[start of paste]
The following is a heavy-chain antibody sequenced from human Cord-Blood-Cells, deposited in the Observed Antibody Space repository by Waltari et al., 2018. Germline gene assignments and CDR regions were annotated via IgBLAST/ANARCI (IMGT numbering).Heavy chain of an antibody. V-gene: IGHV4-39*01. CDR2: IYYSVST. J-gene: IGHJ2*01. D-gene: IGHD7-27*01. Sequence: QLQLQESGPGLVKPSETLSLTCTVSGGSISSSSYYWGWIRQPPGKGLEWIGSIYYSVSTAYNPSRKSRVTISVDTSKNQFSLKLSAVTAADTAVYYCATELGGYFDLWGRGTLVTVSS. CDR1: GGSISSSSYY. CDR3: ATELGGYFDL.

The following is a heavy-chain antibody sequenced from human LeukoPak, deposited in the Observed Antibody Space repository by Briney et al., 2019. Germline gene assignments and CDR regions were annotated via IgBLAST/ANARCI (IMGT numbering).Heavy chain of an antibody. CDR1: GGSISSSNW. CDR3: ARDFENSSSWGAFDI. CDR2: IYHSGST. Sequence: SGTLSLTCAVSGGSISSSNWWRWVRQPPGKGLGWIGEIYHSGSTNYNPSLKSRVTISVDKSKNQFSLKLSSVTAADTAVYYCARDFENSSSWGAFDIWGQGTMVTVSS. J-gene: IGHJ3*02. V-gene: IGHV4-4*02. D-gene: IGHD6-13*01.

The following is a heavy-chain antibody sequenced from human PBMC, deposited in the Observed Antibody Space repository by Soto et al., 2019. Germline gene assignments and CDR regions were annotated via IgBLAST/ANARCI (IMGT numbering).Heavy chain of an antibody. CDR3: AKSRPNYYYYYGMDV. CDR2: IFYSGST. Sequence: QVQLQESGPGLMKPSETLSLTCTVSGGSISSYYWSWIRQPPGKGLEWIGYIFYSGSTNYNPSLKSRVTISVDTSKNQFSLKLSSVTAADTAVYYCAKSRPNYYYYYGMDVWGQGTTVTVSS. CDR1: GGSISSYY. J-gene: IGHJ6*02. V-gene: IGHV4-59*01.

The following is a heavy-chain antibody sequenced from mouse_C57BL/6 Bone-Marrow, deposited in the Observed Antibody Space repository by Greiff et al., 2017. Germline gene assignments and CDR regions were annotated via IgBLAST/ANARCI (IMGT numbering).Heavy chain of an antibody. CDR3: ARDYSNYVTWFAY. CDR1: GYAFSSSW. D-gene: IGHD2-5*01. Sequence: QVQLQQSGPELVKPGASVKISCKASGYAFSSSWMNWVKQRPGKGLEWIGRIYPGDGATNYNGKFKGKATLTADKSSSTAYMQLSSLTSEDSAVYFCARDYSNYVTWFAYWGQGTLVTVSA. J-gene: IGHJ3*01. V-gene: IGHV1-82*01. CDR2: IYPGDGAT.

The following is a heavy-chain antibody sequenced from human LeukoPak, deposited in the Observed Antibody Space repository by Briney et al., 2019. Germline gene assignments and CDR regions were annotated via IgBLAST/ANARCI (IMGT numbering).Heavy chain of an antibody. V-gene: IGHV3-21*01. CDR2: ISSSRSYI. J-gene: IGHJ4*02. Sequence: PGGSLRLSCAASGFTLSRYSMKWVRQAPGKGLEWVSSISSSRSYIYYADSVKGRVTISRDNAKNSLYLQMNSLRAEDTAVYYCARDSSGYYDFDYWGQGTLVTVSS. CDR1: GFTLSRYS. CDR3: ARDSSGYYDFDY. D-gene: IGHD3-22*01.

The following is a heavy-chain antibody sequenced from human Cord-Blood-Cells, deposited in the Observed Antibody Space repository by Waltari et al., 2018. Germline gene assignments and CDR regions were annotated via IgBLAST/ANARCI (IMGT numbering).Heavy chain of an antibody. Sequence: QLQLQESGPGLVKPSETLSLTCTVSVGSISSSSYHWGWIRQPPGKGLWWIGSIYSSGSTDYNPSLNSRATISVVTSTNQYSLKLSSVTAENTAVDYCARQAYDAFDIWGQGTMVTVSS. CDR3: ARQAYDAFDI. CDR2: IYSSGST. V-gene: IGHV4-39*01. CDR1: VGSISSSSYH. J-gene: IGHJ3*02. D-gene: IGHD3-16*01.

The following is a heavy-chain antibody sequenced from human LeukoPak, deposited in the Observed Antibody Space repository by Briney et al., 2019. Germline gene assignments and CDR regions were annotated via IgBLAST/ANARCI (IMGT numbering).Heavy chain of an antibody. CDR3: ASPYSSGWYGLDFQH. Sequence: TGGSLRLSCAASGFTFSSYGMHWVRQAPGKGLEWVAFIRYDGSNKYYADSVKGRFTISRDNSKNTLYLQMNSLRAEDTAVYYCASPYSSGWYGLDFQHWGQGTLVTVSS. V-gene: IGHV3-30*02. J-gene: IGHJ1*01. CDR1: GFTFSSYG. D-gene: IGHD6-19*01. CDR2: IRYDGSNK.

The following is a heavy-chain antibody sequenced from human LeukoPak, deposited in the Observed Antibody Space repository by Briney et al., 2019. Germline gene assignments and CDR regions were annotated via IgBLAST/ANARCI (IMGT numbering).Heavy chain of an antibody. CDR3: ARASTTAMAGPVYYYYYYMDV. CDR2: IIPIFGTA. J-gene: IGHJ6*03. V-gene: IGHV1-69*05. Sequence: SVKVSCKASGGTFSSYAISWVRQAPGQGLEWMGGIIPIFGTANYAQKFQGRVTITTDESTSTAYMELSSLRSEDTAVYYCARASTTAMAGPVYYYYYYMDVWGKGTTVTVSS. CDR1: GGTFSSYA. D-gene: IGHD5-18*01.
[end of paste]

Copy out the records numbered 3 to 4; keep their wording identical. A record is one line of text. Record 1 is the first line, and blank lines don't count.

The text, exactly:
The following is a heavy-chain antibody sequenced from human PBMC, deposited in the Observed Antibody Space repository by Soto et al., 2019. Germline gene assignments and CDR regions were annotated via IgBLAST/ANARCI (IMGT numbering).Heavy chain of an antibody. CDR3: AKSRPNYYYYYGMDV. CDR2: IFYSGST. Sequence: QVQLQESGPGLMKPSETLSLTCTVSGGSISSYYWSWIRQPPGKGLEWIGYIFYSGSTNYNPSLKSRVTISVDTSKNQFSLKLSSVTAADTAVYYCAKSRPNYYYYYGMDVWGQGTTVTVSS. CDR1: GGSISSYY. J-gene: IGHJ6*02. V-gene: IGHV4-59*01.

The following is a heavy-chain antibody sequenced from mouse_C57BL/6 Bone-Marrow, deposited in the Observed Antibody Space repository by Greiff et al., 2017. Germline gene assignments and CDR regions were annotated via IgBLAST/ANARCI (IMGT numbering).Heavy chain of an antibody. CDR3: ARDYSNYVTWFAY. CDR1: GYAFSSSW. D-gene: IGHD2-5*01. Sequence: QVQLQQSGPELVKPGASVKISCKASGYAFSSSWMNWVKQRPGKGLEWIGRIYPGDGATNYNGKFKGKATLTADKSSSTAYMQLSSLTSEDSAVYFCARDYSNYVTWFAYWGQGTLVTVSA. J-gene: IGHJ3*01. V-gene: IGHV1-82*01. CDR2: IYPGDGAT.